And, then there was the dark shadow of Joan's mother, the long-widowed Lady Margaret. The tragic loss of two husbands had taken a grim toll on the once lovely, laughing, and strong-willed woman Marta remembered so vividly from her wedding day to the great Scottish Lord John Comyn whose family had always been full loyal to England in the terrible war between the last English king and the Scottish king, Robert the Bruce. The uniting of Margaret, English daughter of Lord Wake, to the Comyn clan was one political marriage that had been happy, and Marta fervently prayed at night on her bony knees that her Joan might have the same good fortune. Even when Lord Comyn died, the newly somber Margaret had found happiness a second time and it was only at her second husband's disgraceful and tragic death that the Lady Margaret had broken.
Marta surveyed her handiwork, the two huge coils of wheat-colored hair she had arranged at the sides of Joan's head. The old woman smiled fondly and her eyes misted. Surely, despite the polish and sophistication the lass lacked, here was a Plantagenet beauty indeed, one to rival King Edward's own fair daughters. It would be years before Joan's rose-and-cream skin would need any touch of court cosmetics like pomades or lead paste, or the eye colors Marta had heard Edmund speak of to his wife Anne. Joan was fair of skin, with glowing cheeks and the full pouting lips men found desirable no matter what feminine look was supposed to be in style. Joan's head was a lovely oval shape, her cheekbones high, her brows beautifully arched with no need for plucking; her nose was straight and elegant with a slightly pert turn at the end, her lashes darkly fringed for such a fair blonde; and her eyes, the most haunting color of spring violets or of highland heather, seemed to darken when she was angered, which was a bit too often this last month since her lord brother had made clear his plans for her.
And the lass's body showed every promise of lush temptation that would attract many a man, Marta thought, as Joan helped her carefully settle a clean linen chemise, wool kirtle, and squirrel-lined surcote over her newly coiffed head. The kirtle, dark blue for riding, was made of perse, a fine light wool suited to this early May day named for the Feasts of St. Philip and St. James in the year of 1344. The kirtle was long-sleeved to ward off road dust; it buttoned from elbow to wrist with tiny, metal studs forged in the shape of rosebuds. As was the current Plantagenet style, the gown draped itself closely to Joan's slender form, accentuating the swell of her high, firm breasts. The oval collar was scalloped and embroidered with tendrils of entwined ivy leaves much like those which covered the outer walls of Liddell Manor and graced the family coat of arms, behind a white, antlered hart.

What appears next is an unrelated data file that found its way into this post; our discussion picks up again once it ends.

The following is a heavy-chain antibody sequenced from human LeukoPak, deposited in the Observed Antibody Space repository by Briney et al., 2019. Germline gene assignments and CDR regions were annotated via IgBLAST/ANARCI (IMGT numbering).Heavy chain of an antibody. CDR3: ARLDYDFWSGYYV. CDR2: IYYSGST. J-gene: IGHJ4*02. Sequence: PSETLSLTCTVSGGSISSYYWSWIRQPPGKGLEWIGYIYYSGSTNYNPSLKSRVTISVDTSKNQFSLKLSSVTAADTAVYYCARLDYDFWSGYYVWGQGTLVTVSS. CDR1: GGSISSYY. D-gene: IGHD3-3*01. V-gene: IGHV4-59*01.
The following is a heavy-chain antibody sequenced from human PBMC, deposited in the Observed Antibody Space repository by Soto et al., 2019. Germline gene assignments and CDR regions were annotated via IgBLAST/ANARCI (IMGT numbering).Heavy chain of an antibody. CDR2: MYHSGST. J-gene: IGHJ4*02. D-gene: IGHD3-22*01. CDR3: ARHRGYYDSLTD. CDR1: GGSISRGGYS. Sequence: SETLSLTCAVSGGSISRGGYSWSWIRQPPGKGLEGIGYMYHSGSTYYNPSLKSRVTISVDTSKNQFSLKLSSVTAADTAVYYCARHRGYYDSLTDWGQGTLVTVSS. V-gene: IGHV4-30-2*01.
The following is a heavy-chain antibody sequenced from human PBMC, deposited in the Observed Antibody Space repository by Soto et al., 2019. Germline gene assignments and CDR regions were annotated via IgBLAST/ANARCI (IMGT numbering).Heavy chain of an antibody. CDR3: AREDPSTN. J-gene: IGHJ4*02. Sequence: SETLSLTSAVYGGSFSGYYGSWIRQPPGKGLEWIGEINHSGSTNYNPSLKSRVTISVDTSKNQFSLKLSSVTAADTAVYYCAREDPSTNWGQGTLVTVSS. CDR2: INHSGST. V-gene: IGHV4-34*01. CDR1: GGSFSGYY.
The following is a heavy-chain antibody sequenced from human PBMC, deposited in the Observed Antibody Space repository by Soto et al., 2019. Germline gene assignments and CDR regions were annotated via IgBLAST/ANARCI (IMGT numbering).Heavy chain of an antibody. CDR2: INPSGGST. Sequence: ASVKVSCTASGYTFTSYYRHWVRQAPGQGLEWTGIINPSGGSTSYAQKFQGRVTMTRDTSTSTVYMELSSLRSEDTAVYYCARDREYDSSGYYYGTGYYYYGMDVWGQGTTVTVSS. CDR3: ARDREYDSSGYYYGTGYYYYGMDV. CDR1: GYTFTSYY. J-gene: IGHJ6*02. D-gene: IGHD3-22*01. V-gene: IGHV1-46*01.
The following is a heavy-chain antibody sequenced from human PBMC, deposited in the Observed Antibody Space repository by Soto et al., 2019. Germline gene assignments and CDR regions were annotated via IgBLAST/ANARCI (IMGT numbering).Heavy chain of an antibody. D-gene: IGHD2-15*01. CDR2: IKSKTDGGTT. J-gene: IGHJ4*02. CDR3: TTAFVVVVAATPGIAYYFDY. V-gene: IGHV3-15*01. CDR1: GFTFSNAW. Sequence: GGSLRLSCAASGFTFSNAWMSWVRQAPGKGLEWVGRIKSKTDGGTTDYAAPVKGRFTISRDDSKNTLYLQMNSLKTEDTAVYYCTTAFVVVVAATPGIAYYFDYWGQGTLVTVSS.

Low on Joan's waist, Marta helped her settle a narrow leather belt tooled in intricate designs and studded with metal ivy leaves. From the belt hung a lady's dagger. The lass was tall for a maid, long-waisted and leggy, and she wore the four new kirtles and surcotes Edmund had ordered for her well, Marta thought proudly. The sorts of garments Joan had been pleased to romp around the grounds in these last fourteen years, like this sort of chemise she insisted on sleeping in--well, all of that was over now, too.
"Marta, what are you doing with my sleeping chemise? Give it to me."
"Foolish lass. Sit ye carefully on the bench an' we'll get on yer new riding boots."
"I will put the boots on. I will not have you kneeling on this floor, but give me my chemise, Marta!"
Joan made a grab for it, and the material ripped at the hem as she pulled it from the woman's grasp. "I am taking it, Marta! Oh, now look at it, and I hate to mend. Saints, just go finish the packing, and I shall put this in last. Dear brother Edmund hates for me to be late at midmorning meal and just to think I used to skip it entirely when I had half a notion to!"
Marta bent over the remaining open wood and leather coffer which would go by packhorse with the traveling party carrying Joan's worldly goods to court. "'Tis said at great Edward's court the fashion for bed be naught but bare skin, my lassie, an' I believe Lord Edmund told ye that clearly enough the other eve."
"I care not. This is what I sleep in. It is comfortable and warmer. There will probably be dreadful drafts in Windsor Castle or Westminster or Sheen or wherever they all live. I know I shan't have my own room and bed anymore--Edmund says three or four queen's ladies to one room--but I do not care a whit. I shall set my own styles, you will see, Marta."
Marta kept her eyes on her packing and her mouth shut as she heard Joan flop down on the bench at the end of her bed and struggle with her stiff new boots of imported Spanish leather. Aye, Edmund has spent a pretty penny on the new wardrobe for the lass; yet all his preaching, his veiled threats even, had not put a halt to the maid's willfulness.
Excerpted from The First Princess of Wales by Karen Harper Copyright © 2006 by Karen Harper. Excerpted by permission.